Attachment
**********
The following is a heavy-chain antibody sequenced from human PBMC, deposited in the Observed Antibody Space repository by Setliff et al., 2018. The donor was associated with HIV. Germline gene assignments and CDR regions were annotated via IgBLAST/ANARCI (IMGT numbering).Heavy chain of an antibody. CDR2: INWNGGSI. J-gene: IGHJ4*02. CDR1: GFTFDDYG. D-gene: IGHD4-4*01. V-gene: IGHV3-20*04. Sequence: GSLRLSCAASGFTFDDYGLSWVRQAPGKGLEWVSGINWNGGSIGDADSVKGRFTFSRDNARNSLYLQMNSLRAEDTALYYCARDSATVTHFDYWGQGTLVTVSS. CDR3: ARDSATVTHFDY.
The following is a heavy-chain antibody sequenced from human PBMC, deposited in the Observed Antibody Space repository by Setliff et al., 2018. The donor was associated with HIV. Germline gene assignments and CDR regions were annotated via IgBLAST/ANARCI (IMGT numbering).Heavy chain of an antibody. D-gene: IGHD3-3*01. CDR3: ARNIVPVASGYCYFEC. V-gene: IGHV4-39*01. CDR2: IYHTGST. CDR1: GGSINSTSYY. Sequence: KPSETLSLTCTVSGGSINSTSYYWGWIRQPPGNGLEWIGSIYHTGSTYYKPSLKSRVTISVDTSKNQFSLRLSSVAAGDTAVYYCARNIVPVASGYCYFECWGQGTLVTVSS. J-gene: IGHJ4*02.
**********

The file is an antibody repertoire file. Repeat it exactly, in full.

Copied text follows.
The following is a heavy-chain antibody sequenced from human PBMC, deposited in the Observed Antibody Space repository by Setliff et al., 2018. The donor was associated with HIV. Germline gene assignments and CDR regions were annotated via IgBLAST/ANARCI (IMGT numbering).Heavy chain of an antibody. CDR2: INWNGGSI. J-gene: IGHJ4*02. CDR1: GFTFDDYG. D-gene: IGHD4-4*01. V-gene: IGHV3-20*04. Sequence: GSLRLSCAASGFTFDDYGLSWVRQAPGKGLEWVSGINWNGGSIGDADSVKGRFTFSRDNARNSLYLQMNSLRAEDTALYYCARDSATVTHFDYWGQGTLVTVSS. CDR3: ARDSATVTHFDY.
The following is a heavy-chain antibody sequenced from human PBMC, deposited in the Observed Antibody Space repository by Setliff et al., 2018. The donor was associated with HIV. Germline gene assignments and CDR regions were annotated via IgBLAST/ANARCI (IMGT numbering).Heavy chain of an antibody. D-gene: IGHD3-3*01. CDR3: ARNIVPVASGYCYFEC. V-gene: IGHV4-39*01. CDR2: IYHTGST. CDR1: GGSINSTSYY. Sequence: KPSETLSLTCTVSGGSINSTSYYWGWIRQPPGNGLEWIGSIYHTGSTYYKPSLKSRVTISVDTSKNQFSLRLSSVAAGDTAVYYCARNIVPVASGYCYFECWGQGTLVTVSS. J-gene: IGHJ4*02.